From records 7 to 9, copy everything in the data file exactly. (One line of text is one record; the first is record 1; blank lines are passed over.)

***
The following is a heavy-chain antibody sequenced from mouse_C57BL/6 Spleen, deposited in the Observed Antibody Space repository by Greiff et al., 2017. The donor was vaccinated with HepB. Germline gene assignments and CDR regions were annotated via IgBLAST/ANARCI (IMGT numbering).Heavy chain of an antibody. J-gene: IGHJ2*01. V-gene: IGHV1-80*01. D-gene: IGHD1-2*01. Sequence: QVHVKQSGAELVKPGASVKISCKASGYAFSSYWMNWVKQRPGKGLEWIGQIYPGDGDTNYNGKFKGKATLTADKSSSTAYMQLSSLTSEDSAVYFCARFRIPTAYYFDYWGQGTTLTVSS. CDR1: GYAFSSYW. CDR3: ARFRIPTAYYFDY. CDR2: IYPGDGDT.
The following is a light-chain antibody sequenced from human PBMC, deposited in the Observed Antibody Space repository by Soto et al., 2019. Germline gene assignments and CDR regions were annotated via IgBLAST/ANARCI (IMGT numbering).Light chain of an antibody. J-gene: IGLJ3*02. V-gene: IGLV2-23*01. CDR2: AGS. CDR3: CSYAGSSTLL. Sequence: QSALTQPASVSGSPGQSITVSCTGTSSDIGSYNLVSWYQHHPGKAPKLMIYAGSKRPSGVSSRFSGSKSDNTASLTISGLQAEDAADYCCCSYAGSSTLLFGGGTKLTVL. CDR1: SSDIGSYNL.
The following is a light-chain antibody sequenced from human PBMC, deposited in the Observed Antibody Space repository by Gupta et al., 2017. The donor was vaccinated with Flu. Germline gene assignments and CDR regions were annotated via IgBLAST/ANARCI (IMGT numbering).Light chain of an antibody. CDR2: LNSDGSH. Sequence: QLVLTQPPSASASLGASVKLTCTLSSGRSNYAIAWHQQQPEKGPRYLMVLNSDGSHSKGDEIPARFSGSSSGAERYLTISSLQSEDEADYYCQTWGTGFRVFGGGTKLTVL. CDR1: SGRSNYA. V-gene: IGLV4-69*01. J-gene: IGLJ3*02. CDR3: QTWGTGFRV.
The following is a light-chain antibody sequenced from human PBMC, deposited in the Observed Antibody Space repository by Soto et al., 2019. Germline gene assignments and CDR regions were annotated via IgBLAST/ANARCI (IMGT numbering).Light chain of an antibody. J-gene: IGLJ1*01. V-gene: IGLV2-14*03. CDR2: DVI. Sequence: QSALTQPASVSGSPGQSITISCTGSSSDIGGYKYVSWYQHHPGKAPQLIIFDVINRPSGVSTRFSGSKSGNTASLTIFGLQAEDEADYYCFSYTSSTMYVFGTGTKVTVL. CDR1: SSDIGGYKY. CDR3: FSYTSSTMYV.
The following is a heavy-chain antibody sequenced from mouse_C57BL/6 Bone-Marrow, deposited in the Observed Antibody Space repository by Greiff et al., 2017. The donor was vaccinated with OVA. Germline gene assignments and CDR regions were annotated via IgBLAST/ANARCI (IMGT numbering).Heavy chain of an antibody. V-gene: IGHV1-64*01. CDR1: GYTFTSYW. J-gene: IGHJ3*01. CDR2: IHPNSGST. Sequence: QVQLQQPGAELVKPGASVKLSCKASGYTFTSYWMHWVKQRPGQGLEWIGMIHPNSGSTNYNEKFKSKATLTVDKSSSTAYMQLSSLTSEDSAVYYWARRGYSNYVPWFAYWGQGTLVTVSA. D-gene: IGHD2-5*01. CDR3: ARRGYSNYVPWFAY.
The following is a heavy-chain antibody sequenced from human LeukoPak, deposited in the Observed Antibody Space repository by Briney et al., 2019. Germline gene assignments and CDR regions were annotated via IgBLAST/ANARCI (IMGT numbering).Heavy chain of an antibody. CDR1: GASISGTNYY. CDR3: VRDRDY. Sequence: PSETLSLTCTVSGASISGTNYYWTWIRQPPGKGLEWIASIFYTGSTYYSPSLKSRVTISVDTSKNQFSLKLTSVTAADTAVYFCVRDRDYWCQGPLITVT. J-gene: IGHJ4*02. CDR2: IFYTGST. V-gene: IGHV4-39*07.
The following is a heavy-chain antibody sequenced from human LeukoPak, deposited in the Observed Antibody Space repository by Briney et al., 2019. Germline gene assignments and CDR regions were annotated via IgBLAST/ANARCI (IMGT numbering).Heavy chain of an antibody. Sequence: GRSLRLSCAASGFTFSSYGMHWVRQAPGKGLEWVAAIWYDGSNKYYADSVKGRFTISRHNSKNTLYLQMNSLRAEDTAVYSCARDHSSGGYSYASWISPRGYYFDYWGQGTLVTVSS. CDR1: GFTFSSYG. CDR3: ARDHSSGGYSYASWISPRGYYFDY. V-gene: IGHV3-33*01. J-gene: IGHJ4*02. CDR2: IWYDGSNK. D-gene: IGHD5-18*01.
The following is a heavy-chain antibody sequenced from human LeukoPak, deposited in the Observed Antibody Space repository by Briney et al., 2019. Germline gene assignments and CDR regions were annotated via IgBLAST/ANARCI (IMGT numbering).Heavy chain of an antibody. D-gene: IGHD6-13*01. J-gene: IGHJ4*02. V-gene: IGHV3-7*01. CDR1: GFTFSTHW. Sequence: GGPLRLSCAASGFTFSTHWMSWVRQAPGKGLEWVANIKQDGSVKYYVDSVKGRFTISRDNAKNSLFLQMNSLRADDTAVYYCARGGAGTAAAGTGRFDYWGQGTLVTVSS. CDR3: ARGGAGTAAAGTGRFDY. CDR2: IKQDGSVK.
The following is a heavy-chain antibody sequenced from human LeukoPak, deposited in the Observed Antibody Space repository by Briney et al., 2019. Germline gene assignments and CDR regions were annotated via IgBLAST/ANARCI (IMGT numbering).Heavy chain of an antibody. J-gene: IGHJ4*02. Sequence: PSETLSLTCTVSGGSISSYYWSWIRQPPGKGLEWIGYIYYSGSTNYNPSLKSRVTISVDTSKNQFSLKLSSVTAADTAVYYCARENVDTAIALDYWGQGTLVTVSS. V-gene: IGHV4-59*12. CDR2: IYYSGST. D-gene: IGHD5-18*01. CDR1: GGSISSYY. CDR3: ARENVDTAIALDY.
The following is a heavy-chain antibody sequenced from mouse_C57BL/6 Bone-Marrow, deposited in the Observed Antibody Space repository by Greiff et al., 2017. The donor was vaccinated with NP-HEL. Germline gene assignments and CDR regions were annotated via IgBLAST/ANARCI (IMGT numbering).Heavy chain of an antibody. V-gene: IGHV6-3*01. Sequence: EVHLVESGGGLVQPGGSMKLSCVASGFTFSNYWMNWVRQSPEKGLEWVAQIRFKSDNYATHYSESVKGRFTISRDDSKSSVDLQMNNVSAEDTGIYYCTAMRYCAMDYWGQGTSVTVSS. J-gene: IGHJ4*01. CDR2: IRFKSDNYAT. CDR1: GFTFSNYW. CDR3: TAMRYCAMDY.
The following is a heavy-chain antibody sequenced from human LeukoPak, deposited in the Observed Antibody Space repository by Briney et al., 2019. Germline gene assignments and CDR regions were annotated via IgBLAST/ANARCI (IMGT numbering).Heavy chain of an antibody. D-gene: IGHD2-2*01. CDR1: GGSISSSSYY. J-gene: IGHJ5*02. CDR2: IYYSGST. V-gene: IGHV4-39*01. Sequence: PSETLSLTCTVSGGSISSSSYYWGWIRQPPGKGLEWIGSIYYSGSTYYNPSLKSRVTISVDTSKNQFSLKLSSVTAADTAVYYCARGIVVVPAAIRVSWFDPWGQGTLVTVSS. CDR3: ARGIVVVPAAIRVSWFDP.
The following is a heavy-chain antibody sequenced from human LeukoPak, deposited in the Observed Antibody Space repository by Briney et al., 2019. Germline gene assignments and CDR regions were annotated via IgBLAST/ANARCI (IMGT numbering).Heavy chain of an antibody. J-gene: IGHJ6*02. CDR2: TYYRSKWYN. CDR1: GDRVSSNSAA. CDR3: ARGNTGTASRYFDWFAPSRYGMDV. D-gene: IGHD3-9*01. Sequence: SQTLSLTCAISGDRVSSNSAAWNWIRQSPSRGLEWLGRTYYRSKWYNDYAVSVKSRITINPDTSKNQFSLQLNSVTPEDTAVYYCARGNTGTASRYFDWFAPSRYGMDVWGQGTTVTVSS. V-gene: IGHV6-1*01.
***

The following is a heavy-chain antibody sequenced from human LeukoPak, deposited in the Observed Antibody Space repository by Briney et al., 2019. Germline gene assignments and CDR regions were annotated via IgBLAST/ANARCI (IMGT numbering).Heavy chain of an antibody. Sequence: GRSLRLSCAASGFTFSSYGMHWVRQAPGKGLEWVAAIWYDGSNKYYADSVKGRFTISRHNSKNTLYLQMNSLRAEDTAVYSCARDHSSGGYSYASWISPRGYYFDYWGQGTLVTVSS. CDR1: GFTFSSYG. CDR3: ARDHSSGGYSYASWISPRGYYFDY. V-gene: IGHV3-33*01. J-gene: IGHJ4*02. CDR2: IWYDGSNK. D-gene: IGHD5-18*01.
The following is a heavy-chain antibody sequenced from human LeukoPak, deposited in the Observed Antibody Space repository by Briney et al., 2019. Germline gene assignments and CDR regions were annotated via IgBLAST/ANARCI (IMGT numbering).Heavy chain of an antibody. D-gene: IGHD6-13*01. J-gene: IGHJ4*02. V-gene: IGHV3-7*01. CDR1: GFTFSTHW. Sequence: GGPLRLSCAASGFTFSTHWMSWVRQAPGKGLEWVANIKQDGSVKYYVDSVKGRFTISRDNAKNSLFLQMNSLRADDTAVYYCARGGAGTAAAGTGRFDYWGQGTLVTVSS. CDR3: ARGGAGTAAAGTGRFDY. CDR2: IKQDGSVK.
The following is a heavy-chain antibody sequenced from human LeukoPak, deposited in the Observed Antibody Space repository by Briney et al., 2019. Germline gene assignments and CDR regions were annotated via IgBLAST/ANARCI (IMGT numbering).Heavy chain of an antibody. J-gene: IGHJ4*02. Sequence: PSETLSLTCTVSGGSISSYYWSWIRQPPGKGLEWIGYIYYSGSTNYNPSLKSRVTISVDTSKNQFSLKLSSVTAADTAVYYCARENVDTAIALDYWGQGTLVTVSS. V-gene: IGHV4-59*12. CDR2: IYYSGST. D-gene: IGHD5-18*01. CDR1: GGSISSYY. CDR3: ARENVDTAIALDY.